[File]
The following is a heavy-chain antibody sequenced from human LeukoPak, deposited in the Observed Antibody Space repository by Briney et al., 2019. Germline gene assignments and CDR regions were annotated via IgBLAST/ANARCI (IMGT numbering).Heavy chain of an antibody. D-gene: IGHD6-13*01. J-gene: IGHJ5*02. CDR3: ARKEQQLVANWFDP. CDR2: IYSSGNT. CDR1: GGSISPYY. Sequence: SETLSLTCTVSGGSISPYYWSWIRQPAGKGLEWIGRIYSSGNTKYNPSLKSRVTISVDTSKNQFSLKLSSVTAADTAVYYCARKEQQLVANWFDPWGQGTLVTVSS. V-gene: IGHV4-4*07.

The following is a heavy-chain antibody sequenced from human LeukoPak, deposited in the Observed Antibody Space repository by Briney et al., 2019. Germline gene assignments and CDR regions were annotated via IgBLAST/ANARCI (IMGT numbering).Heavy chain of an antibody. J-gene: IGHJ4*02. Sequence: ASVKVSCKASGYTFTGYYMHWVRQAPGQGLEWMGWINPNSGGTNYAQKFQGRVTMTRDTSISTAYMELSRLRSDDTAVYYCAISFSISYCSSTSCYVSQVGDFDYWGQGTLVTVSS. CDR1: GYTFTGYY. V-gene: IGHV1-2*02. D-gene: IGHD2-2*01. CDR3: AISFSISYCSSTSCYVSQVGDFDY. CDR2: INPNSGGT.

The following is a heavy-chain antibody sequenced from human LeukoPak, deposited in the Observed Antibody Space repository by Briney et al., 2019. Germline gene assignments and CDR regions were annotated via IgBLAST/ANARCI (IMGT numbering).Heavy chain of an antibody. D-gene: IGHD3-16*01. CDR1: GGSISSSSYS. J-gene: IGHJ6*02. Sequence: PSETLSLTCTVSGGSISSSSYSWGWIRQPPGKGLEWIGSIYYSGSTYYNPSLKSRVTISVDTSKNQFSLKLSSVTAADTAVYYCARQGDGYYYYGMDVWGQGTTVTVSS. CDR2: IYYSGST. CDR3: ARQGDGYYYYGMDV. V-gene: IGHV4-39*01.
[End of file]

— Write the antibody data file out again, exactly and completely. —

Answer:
The following is a heavy-chain antibody sequenced from human LeukoPak, deposited in the Observed Antibody Space repository by Briney et al., 2019. Germline gene assignments and CDR regions were annotated via IgBLAST/ANARCI (IMGT numbering).Heavy chain of an antibody. D-gene: IGHD6-13*01. J-gene: IGHJ5*02. CDR3: ARKEQQLVANWFDP. CDR2: IYSSGNT. CDR1: GGSISPYY. Sequence: SETLSLTCTVSGGSISPYYWSWIRQPAGKGLEWIGRIYSSGNTKYNPSLKSRVTISVDTSKNQFSLKLSSVTAADTAVYYCARKEQQLVANWFDPWGQGTLVTVSS. V-gene: IGHV4-4*07.

The following is a heavy-chain antibody sequenced from human LeukoPak, deposited in the Observed Antibody Space repository by Briney et al., 2019. Germline gene assignments and CDR regions were annotated via IgBLAST/ANARCI (IMGT numbering).Heavy chain of an antibody. J-gene: IGHJ4*02. Sequence: ASVKVSCKASGYTFTGYYMHWVRQAPGQGLEWMGWINPNSGGTNYAQKFQGRVTMTRDTSISTAYMELSRLRSDDTAVYYCAISFSISYCSSTSCYVSQVGDFDYWGQGTLVTVSS. CDR1: GYTFTGYY. V-gene: IGHV1-2*02. D-gene: IGHD2-2*01. CDR3: AISFSISYCSSTSCYVSQVGDFDY. CDR2: INPNSGGT.

The following is a heavy-chain antibody sequenced from human LeukoPak, deposited in the Observed Antibody Space repository by Briney et al., 2019. Germline gene assignments and CDR regions were annotated via IgBLAST/ANARCI (IMGT numbering).Heavy chain of an antibody. D-gene: IGHD3-16*01. CDR1: GGSISSSSYS. J-gene: IGHJ6*02. Sequence: PSETLSLTCTVSGGSISSSSYSWGWIRQPPGKGLEWIGSIYYSGSTYYNPSLKSRVTISVDTSKNQFSLKLSSVTAADTAVYYCARQGDGYYYYGMDVWGQGTTVTVSS. CDR2: IYYSGST. CDR3: ARQGDGYYYYGMDV. V-gene: IGHV4-39*01.